The selection of the right equipment

Asbestos personal air testing entails the use of a sampling pump to draw a measured volume of air through a membrane filter, with this serving as the “sample”.

In order to comply with the World Health Organization (WHO) standard method, the sampling equipment will need to take the form of an open-faced filter holder. This should be fitted with an electrically conducting cylindrical cowl and exposing a circular area of filter with a diameter of at least 20mm. The cowl should normally extend 1.5 times to 3.0 times the effective filter diameter in front of the filter.

A personal sampling head typically comprises a base plug, a base that allows for uniform dynamic pressure across the filter face, back-up pads, and a filter. It must also have a cowl made from electrically conductive material. The remaining components are the end cap and the end cap plug, with the end cap needing to be removed for sampling.

The measurement of the airflow

A working flow meter will need to be used to measure the airflow; this will need to have been calibrated against a primary standard.

Presuming that normal operating conditions apply, it will not be necessary to measure the temperature and pressure, as doing so would only have a small impact on the total uncertainty. This means that in the UK, there isn’t any need to make corrections to sample volume due to changes in atmospheric temperature and pressure.

The preparation for sampling

When personal sampling is being carried out, the filter holder should point downwards, and be fixed to a part of the worker’s clothing that is as close as practicable to the mouth and nose – preferably within 200mm. Potential locations for the filter holder to be fixed include the given individual’s upper lapel, hood, or shoulder.

Where there may be localised concentrations, it is advisable to position the sampling head on the side that is expected to give the higher result. If the person subject to asbestos personal air monitoring is wearing a respirator, it is important to position the sample head away from the clean exhaust air.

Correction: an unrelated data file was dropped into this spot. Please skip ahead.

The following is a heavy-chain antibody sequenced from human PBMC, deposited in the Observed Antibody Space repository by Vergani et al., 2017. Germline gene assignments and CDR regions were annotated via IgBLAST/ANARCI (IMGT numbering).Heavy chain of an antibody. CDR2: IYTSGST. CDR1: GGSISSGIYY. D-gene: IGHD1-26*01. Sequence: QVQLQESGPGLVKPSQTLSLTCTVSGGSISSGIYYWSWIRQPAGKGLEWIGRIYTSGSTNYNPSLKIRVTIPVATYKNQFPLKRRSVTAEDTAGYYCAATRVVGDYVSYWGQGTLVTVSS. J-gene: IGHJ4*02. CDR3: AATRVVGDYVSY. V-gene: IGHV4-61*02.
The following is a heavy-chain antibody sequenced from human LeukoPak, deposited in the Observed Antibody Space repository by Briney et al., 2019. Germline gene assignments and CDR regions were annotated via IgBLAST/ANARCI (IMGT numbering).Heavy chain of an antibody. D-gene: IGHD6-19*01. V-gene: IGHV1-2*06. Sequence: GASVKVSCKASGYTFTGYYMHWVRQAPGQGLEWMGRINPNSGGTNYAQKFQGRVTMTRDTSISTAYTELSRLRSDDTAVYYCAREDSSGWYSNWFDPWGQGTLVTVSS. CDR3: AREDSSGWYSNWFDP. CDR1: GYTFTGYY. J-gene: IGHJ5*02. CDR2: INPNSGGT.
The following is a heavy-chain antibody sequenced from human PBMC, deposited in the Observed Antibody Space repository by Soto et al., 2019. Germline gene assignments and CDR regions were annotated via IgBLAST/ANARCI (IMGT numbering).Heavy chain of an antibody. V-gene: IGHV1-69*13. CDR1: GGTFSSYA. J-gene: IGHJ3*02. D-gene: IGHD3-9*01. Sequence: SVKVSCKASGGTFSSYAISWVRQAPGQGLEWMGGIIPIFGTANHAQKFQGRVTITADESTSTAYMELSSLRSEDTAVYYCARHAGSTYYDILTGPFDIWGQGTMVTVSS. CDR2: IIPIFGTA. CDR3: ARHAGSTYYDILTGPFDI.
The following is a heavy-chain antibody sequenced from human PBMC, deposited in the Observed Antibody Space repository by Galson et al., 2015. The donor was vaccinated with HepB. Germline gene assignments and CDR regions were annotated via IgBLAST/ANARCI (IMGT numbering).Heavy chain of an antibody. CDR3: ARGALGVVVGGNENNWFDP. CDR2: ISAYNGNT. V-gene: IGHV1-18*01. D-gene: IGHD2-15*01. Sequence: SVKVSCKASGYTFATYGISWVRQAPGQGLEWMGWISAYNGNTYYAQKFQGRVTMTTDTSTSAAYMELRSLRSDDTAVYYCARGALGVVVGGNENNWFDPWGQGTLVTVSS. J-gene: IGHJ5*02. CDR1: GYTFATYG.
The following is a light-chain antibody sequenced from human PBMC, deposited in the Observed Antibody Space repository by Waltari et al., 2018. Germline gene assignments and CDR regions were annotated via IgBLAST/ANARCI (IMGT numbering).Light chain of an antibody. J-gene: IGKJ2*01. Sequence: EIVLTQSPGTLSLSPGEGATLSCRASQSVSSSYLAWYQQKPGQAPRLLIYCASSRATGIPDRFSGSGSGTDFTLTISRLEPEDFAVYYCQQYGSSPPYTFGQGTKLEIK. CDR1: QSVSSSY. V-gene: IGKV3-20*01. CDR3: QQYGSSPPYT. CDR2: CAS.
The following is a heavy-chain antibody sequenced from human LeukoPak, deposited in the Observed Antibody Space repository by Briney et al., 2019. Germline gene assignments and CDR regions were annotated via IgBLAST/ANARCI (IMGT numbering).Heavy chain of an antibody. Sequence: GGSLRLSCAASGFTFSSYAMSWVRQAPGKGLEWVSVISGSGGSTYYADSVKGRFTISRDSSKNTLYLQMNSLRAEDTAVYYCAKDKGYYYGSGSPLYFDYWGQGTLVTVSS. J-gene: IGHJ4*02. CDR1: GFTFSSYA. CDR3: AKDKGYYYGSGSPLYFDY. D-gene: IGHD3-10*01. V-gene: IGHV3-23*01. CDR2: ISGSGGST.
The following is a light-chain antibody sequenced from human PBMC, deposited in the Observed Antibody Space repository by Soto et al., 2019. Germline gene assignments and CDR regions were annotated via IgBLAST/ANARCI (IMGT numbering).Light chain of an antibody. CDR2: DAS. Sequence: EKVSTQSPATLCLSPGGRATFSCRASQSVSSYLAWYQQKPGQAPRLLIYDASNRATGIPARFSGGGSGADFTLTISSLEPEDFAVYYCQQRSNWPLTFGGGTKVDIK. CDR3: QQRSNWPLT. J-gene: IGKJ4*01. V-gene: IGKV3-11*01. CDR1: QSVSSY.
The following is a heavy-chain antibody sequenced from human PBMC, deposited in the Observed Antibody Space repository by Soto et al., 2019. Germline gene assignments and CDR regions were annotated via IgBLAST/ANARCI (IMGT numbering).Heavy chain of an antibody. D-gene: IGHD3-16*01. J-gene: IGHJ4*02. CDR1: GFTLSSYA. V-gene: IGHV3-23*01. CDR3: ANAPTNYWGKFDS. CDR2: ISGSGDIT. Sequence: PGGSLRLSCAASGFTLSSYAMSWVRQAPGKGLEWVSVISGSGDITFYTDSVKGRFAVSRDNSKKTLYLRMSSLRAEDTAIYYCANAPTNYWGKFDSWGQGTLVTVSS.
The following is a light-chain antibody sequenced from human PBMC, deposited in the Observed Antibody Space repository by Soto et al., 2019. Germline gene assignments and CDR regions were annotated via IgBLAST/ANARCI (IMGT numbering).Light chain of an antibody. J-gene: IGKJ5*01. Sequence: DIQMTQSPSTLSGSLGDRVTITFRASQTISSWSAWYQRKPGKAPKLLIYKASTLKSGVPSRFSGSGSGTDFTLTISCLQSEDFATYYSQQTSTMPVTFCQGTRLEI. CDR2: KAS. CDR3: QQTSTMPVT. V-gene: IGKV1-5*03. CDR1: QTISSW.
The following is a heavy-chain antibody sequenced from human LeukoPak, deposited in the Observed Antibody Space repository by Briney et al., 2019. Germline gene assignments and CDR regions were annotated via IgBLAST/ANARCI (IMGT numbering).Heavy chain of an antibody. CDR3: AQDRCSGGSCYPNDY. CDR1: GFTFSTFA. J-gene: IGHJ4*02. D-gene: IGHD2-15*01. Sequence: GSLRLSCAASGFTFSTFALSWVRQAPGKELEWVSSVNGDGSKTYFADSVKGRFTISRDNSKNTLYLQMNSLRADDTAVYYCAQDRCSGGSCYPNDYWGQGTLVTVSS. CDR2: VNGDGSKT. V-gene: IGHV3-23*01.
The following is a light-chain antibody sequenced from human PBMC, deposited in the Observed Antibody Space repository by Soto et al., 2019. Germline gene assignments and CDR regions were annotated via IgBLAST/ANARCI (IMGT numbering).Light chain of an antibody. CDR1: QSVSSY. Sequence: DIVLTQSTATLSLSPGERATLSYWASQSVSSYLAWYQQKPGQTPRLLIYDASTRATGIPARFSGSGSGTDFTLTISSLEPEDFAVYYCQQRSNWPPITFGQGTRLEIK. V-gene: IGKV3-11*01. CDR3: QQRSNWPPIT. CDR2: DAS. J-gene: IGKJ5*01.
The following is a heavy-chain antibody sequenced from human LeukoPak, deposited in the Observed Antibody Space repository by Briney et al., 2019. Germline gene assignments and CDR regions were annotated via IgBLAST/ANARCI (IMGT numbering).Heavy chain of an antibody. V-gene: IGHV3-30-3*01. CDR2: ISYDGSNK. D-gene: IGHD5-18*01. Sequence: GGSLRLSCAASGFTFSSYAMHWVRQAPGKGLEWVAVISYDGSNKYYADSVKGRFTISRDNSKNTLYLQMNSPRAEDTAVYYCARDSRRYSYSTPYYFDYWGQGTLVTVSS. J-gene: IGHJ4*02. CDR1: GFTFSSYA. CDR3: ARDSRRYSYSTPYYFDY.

It is also crucial for each filter holder to be uniquely identified. This should include a record of the person whose nearby air is being sampled, as well as the date and other relevant site information (for example, the type of activity that is being carried out, and any environmental factors that may impact on the results).

The sampling process

When it is time for the sampling itself to be carried out, any protective cap will need to be removed from the filter holder, and the pump will need to be switched on to warm up, to achieve a stable flow rate. The flow rate should be set to the flow required, using the working flow meter.

During the actual sampling period, if a filter cassette shows signs of damage, or of being overloaded with particulates, it will be necessary for this to be exchanged. When the sampling period comes to an end, the working flow meter should be used to remeasure the flow rate, prior to the pump being stopped.

Finally, it will be possible to review the results of the asbestos personal air testing process. This will involve the filter being examined under a microscope, and the number of respirable fibres being manually counted. All observed fibres will be measured, to determine which fibres are respirable. Following a complete count of the fibres’ correct size, the concentration of fibres in the sampled air will be calculated.

Conclusion: personal sampling is crucial for protecting human health

The importance of asbestos personal air monitoring and testing should not be doubted, especially for those working in environments where asbestos is present.

Both employers and property owners across the UK have obligations to monitor and manage asbestos in a responsible manner, in order to comply with health and safety law and keep workers safe. Personal sampling can play a central role in this.

To learn more about our own professional asbestos services here at Oracle Solutions, and to request a free quote for asbestos air testing or related solutions, please don’t hesitate to call us today, or to send us an email.

What is asbestos personal air monitoring and testing? (And when would I need it?) 1

Written by Jess Scott

Jess Scott has been an all-round asbestos consultant since 1996. That’s nearly 3 decades of asbestos knowledge. He spends his time sharing that knowledge with the team at Oracle and with their clients. Jess's goal is, and always has been, to use my expertise in helping people to comply with the law. This legal compliance ultimately helps to protect everyone from the harmful effects of asbestos. Jess has acted as an asbestos expert witness in legal cases and is involved in many asbestos educational activities throughout the UK.